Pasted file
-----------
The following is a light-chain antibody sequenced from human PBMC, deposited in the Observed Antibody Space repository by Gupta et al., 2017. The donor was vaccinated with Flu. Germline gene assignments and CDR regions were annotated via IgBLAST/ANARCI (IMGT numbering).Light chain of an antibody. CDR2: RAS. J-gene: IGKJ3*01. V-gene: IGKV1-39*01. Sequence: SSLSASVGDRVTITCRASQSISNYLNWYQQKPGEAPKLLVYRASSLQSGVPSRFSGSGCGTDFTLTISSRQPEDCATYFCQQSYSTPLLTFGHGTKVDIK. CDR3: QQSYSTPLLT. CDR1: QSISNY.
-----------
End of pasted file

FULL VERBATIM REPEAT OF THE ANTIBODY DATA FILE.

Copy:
The following is a light-chain antibody sequenced from human PBMC, deposited in the Observed Antibody Space repository by Gupta et al., 2017. The donor was vaccinated with Flu. Germline gene assignments and CDR regions were annotated via IgBLAST/ANARCI (IMGT numbering).Light chain of an antibody. CDR2: RAS. J-gene: IGKJ3*01. V-gene: IGKV1-39*01. Sequence: SSLSASVGDRVTITCRASQSISNYLNWYQQKPGEAPKLLVYRASSLQSGVPSRFSGSGCGTDFTLTISSRQPEDCATYFCQQSYSTPLLTFGHGTKVDIK. CDR3: QQSYSTPLLT. CDR1: QSISNY.